It will be “home sweet home” all the way for Tasman as they approach the business end of their Mitre 10 Cup season.
Although the Mako had actually clinched top spot in the premiership round robin standings before they kicked off at Trafalgar Park on Sunday, North Harbour having done them a favour by tipping over Wellington on Friday, they underlined their lofty status with another dominant display.
Now they know that as long as they progress in the NPC play-offs they will be performing in front of their home fans, starting with a semi-final against the fourth-qualifier in Blenheim, expected to be confirmed for October 15. If they get through that encounter, Nelson will host the final a week later.
What must have been doubly pleasing for the Mako management was the fact several of the squad’s unsung heroes stepped up against Northland and played major roles in their 52-6 victory.
Players like Tasman B skipper Taina Fox-Matamua who slipped into the No 8 jersey with aplomb. Mobile lock Te Ahiwaru Cirikidaveta was another to impress, along with props Ryan Coxon and Sam Matenga as the Mako tested their forward depth in the best way possible.
Wider out, centre Fetuli Paea showed he is well capable of breaking defences at this level and picked up the team’s man of the match award, while prolific try-scorer Jamie Spowart continues to put pressure on the established wingers. Replacement halfback Declan Smith, another Tasman B stand-out, had limited minutes but did not look out of place either.
Realistically, none of those seven appear first-choice options for Tasman at play-off time, underlining the talent-base cleverly built by coaches Andrew Goodman, Clarke Dermody, Shane Christie and Gray Cornelius.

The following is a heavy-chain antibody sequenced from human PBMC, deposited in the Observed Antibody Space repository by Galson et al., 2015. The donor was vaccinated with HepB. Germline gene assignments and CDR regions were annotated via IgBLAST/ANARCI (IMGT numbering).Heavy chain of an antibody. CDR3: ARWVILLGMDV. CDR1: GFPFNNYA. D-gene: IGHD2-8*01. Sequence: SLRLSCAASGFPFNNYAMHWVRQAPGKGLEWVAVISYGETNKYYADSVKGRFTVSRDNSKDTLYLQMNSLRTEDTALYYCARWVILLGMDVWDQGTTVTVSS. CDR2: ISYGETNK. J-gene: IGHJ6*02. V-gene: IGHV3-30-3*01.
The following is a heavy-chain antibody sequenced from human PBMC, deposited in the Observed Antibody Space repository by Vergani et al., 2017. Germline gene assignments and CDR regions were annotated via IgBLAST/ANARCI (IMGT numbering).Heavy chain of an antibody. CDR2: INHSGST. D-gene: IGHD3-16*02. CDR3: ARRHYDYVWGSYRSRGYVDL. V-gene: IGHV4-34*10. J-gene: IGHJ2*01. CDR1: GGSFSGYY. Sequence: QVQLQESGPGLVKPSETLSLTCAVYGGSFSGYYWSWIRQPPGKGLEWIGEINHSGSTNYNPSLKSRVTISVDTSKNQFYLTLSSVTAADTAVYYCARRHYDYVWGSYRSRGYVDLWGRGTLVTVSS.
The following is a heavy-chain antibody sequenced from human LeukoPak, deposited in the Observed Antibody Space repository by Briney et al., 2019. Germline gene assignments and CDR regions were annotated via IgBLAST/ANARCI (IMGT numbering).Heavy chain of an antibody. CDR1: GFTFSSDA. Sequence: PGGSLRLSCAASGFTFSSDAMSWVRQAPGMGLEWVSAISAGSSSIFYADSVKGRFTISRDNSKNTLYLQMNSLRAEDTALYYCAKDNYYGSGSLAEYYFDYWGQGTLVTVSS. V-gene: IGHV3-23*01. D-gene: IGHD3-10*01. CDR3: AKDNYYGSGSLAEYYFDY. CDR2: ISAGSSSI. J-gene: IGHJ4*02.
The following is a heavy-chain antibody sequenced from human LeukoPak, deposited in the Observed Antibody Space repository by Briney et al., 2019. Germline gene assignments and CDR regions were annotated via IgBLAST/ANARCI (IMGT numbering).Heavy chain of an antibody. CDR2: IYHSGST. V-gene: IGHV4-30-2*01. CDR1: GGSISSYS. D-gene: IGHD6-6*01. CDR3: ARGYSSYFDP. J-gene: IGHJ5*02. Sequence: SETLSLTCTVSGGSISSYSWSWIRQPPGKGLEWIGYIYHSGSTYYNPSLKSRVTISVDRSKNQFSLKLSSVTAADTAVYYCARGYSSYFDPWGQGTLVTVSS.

However, the second-stringers’ efforts against the Taniwha will not only provide some selection headaches, it will also help the coaching staff sleep easier over the next couple of few weeks as injury concerns build.
Admittedly, Northland have had a horror season but showed they were up for a battle at Trafalgar, at least for the first 60 minutes. They made Tasman earn most of their eight tries, forcing the Mako to build phases and look after the ball.
This was a tough match, particularly mentally, for the home side, coming as it did after such an emphatic win over the defending champions and with top qualifying position in the bag. It would have been easy to let standards slip, and at times the Mako certainly fell below their accepted accuracy and efficiency levels. The urge to entertain must have also been strong, especially in pristine rugby conditions, but generally they worked hard to stay within the structures and systems that have served them well so far.
Co-head coach Goodman said there were some “little frustrations with our execution and option-taking” in the first half but he was happy to claim the five points.
“The boys fixed that up though and there was some pretty good stuff out there, we scored some good tries.”
Facing a trip to Napier next Saturday to meet the high-flying Hawke’s Bay side, the big challenge for the Mako coaches will be how to balance the need to maintain the winning momentum, while ensuring key players are fighting fit for the play-offs.
Goodman said the game against the Magpies was an ideal fixture heading into the semi-final and suggested the Mako management would field a strong side for their final round robin encounter.
“Hawke’s Bay are a quality side, they have lost just one game all season.
“We want to have a good performance heading into the first final … which will give us confidence for the next week, hopefully keep that roll on.
“Momentum is a big factor … our boys are already talking about going up there, so it’s going to be a great challenge.”
That match kicks off at 2.35pm on Saturday.